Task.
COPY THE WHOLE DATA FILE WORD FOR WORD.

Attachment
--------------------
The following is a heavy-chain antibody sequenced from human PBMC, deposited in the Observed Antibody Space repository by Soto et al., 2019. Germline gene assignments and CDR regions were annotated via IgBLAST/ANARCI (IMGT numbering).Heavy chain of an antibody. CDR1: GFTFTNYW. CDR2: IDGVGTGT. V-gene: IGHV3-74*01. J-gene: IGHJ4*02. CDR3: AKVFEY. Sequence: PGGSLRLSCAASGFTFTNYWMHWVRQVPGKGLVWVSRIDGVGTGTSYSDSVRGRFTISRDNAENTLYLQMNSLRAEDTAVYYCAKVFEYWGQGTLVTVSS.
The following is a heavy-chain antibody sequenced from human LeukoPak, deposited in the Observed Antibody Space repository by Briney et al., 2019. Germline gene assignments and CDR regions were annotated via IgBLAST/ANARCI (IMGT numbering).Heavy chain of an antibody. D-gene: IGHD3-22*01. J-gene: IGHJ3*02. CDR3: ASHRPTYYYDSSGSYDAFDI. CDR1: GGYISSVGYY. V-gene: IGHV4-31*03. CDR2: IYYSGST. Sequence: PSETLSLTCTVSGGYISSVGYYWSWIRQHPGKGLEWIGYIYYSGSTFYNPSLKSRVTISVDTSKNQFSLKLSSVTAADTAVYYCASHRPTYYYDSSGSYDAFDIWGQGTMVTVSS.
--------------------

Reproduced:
The following is a heavy-chain antibody sequenced from human PBMC, deposited in the Observed Antibody Space repository by Soto et al., 2019. Germline gene assignments and CDR regions were annotated via IgBLAST/ANARCI (IMGT numbering).Heavy chain of an antibody. CDR1: GFTFTNYW. CDR2: IDGVGTGT. V-gene: IGHV3-74*01. J-gene: IGHJ4*02. CDR3: AKVFEY. Sequence: PGGSLRLSCAASGFTFTNYWMHWVRQVPGKGLVWVSRIDGVGTGTSYSDSVRGRFTISRDNAENTLYLQMNSLRAEDTAVYYCAKVFEYWGQGTLVTVSS.
The following is a heavy-chain antibody sequenced from human LeukoPak, deposited in the Observed Antibody Space repository by Briney et al., 2019. Germline gene assignments and CDR regions were annotated via IgBLAST/ANARCI (IMGT numbering).Heavy chain of an antibody. D-gene: IGHD3-22*01. J-gene: IGHJ3*02. CDR3: ASHRPTYYYDSSGSYDAFDI. CDR1: GGYISSVGYY. V-gene: IGHV4-31*03. CDR2: IYYSGST. Sequence: PSETLSLTCTVSGGYISSVGYYWSWIRQHPGKGLEWIGYIYYSGSTFYNPSLKSRVTISVDTSKNQFSLKLSSVTAADTAVYYCASHRPTYYYDSSGSYDAFDIWGQGTMVTVSS.